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Texas Legislature: Budget Deal Reached

The Senate’s chief negotiator on the budget announced Saturday a deal had been reached between the House and Senate on how to pay for state services over the next two years. “White smoke has emerged from our conclave, and we have reached a consensus on what I believe is a responsible, compassionate and smart budget for the people of Texas,” said Flower Mound Senator and Finance Committee Chair Jane Nelson. Later this week, the compromise budget will be presented to both chambers for a final vote. A simple majority in both chambers is all that’s needed to send the budget to the Governor’s desk. Sunday, the Senate approved a bill its author says will put more than $500 million more towards public education over the next two years. HB 21, by Friendswood Senator Larry Taylor, is a scaled-back version of a House bill to begin the process of reforming the way the state pays for education over the next two years. “This is a start towards what we would like to do in the interim and really come up with a new revamp of the whole system,” he said. “This wasn’t the best budgetary cycle to start that.” The bill includes more money for schools to teach students with dyslexia, a six-year phaseout of the small district penalty in the formula funding, and $150 million in funds to wean...

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Personal Finance: Food Waste is Money Down the Drain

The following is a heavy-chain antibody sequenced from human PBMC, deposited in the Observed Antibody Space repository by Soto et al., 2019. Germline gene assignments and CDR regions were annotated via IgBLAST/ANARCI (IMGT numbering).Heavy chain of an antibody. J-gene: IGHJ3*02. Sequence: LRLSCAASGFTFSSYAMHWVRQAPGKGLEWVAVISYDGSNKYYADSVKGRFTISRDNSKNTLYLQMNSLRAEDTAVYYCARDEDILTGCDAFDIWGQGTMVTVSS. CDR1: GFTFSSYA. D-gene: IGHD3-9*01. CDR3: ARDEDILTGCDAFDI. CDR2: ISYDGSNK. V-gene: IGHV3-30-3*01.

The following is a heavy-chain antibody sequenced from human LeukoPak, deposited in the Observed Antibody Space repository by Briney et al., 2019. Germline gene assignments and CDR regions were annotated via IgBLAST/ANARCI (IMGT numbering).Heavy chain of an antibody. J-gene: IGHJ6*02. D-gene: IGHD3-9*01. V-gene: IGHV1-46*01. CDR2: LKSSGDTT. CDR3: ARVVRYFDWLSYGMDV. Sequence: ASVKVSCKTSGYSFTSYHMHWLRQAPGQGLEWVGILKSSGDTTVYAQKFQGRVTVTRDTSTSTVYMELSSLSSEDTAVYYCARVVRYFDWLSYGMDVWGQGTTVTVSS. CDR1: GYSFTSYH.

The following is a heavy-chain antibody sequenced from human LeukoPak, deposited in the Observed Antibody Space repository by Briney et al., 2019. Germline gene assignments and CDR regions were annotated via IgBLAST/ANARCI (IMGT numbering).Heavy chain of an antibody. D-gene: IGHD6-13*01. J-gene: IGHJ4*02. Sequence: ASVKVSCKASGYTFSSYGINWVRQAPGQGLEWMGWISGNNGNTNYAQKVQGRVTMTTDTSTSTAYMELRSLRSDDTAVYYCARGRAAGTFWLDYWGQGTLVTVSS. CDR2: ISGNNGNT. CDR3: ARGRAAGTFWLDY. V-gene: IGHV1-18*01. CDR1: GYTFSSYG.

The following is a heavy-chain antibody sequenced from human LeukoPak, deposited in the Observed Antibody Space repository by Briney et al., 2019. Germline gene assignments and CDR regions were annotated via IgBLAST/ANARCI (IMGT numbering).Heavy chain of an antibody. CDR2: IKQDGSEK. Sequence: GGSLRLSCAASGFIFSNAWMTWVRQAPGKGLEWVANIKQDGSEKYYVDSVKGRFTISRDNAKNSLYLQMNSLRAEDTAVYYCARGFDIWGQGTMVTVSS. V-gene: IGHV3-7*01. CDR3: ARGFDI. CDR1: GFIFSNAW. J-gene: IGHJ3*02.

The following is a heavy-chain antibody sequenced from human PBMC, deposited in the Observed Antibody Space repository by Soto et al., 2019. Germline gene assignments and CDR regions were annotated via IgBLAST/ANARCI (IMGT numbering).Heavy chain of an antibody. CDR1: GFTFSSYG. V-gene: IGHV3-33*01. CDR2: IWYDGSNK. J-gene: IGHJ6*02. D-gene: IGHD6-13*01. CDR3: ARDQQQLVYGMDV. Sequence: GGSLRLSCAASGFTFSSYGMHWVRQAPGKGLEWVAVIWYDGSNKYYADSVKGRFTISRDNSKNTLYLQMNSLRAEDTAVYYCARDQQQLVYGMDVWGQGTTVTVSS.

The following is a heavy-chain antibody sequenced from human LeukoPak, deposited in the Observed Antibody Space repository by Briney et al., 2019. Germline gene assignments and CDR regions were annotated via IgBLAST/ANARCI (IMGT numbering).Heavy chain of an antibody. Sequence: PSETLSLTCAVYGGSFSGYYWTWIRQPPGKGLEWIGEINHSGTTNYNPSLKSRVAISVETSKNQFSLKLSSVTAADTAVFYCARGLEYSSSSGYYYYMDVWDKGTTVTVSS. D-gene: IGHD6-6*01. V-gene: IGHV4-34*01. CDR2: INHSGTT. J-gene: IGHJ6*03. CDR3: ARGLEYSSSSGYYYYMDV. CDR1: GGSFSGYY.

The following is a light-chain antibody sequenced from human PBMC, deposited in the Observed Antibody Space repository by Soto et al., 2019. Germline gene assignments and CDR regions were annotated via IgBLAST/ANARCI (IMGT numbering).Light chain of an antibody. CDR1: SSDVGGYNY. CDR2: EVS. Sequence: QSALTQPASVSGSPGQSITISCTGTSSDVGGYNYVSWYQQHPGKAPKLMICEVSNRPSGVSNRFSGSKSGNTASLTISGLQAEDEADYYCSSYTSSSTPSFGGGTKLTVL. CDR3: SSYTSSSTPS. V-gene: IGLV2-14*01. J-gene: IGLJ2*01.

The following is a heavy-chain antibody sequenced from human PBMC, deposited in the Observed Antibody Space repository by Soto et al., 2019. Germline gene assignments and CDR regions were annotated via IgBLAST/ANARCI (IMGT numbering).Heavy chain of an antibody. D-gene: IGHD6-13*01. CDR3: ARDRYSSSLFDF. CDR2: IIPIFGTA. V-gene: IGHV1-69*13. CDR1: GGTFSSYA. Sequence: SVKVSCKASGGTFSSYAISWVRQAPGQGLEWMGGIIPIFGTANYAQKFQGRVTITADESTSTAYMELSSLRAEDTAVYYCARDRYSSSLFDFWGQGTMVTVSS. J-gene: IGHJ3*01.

By Nathaniel Sillin How many times have you gone to pour milk in your coffee, only to see that the date on the carton was yesterday? Some people will instinctively throw it away, but chances are that’s not what the label is intended to convey. It’s likely a marker for when the food might taste its best, not if it’s safe to eat. By some estimates, as many as 91 percent of consumers may misinterpret food date labels. It’s no surprise as there are dozens of different lables in use, but the misunderstanding and lack of meal planning are contributing to a larger problem. Between 30 and 40 percent of the U.S.’s food supply winds up in the trash or a compost container. The benefits of reducing food waste are numerous. You’ll save money, which may be reason enough. You could also be lowering your carbon footprint by keeping spoiled food out of landfills and cutting down on the growing and transportation of food that doesn’t get eaten. Cutting back on this waste could start with understanding what food labels actually mean. Don’t misinterpret food dates as expiration dates. According to the United States Department of Agriculture (USDA), aside from on infant formula, food label dates aren’t an indication of whether or not the food is safe to eat. For example, “best by” may mean the food will taste,...

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National Safe Boating Week Reminds Texans to Stay Safe on the Water